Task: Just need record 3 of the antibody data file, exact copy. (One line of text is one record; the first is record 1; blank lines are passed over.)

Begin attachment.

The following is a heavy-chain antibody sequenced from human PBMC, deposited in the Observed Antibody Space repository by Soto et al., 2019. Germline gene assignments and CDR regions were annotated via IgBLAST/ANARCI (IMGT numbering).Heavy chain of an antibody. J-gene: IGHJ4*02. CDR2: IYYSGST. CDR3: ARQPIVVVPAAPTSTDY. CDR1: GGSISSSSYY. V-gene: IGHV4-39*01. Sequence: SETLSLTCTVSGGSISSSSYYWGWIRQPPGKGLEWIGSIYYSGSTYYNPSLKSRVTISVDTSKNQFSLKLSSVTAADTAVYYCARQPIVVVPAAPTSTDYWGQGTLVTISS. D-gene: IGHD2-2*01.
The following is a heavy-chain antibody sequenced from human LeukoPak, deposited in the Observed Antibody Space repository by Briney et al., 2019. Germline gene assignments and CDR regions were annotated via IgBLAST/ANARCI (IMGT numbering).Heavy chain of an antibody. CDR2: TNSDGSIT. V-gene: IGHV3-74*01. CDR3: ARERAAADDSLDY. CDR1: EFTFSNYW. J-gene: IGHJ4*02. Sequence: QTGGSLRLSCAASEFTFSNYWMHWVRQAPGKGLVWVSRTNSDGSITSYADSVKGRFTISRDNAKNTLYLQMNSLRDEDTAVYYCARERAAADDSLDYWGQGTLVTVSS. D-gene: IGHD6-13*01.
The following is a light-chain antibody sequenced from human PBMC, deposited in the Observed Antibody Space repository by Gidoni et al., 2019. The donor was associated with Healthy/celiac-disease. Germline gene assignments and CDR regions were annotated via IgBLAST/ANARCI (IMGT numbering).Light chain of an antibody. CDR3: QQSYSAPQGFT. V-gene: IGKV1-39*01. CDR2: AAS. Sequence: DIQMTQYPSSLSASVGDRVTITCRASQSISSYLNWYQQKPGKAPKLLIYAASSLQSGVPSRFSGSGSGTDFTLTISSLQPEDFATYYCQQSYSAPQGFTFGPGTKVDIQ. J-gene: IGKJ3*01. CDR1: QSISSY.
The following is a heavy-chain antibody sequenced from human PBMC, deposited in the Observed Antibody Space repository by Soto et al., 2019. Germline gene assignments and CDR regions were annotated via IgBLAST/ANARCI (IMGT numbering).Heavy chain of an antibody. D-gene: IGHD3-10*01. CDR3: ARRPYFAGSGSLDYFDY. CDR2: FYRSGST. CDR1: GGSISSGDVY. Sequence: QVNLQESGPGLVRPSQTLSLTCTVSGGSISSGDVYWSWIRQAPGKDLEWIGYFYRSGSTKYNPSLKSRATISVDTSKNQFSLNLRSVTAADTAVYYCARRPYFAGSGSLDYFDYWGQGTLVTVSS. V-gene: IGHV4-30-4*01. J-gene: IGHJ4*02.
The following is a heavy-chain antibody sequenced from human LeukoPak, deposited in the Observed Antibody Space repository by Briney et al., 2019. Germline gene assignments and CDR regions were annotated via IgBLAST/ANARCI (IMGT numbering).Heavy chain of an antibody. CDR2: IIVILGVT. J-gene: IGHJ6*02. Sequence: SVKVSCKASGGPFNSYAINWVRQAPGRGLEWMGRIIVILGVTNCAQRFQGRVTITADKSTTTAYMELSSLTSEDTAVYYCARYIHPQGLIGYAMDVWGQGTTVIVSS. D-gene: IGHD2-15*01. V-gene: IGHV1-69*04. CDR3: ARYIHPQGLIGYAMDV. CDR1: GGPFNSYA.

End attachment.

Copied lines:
The following is a light-chain antibody sequenced from human PBMC, deposited in the Observed Antibody Space repository by Gidoni et al., 2019. The donor was associated with Healthy/celiac-disease. Germline gene assignments and CDR regions were annotated via IgBLAST/ANARCI (IMGT numbering).Light chain of an antibody. CDR3: QQSYSAPQGFT. V-gene: IGKV1-39*01. CDR2: AAS. Sequence: DIQMTQYPSSLSASVGDRVTITCRASQSISSYLNWYQQKPGKAPKLLIYAASSLQSGVPSRFSGSGSGTDFTLTISSLQPEDFATYYCQQSYSAPQGFTFGPGTKVDIQ. J-gene: IGKJ3*01. CDR1: QSISSY.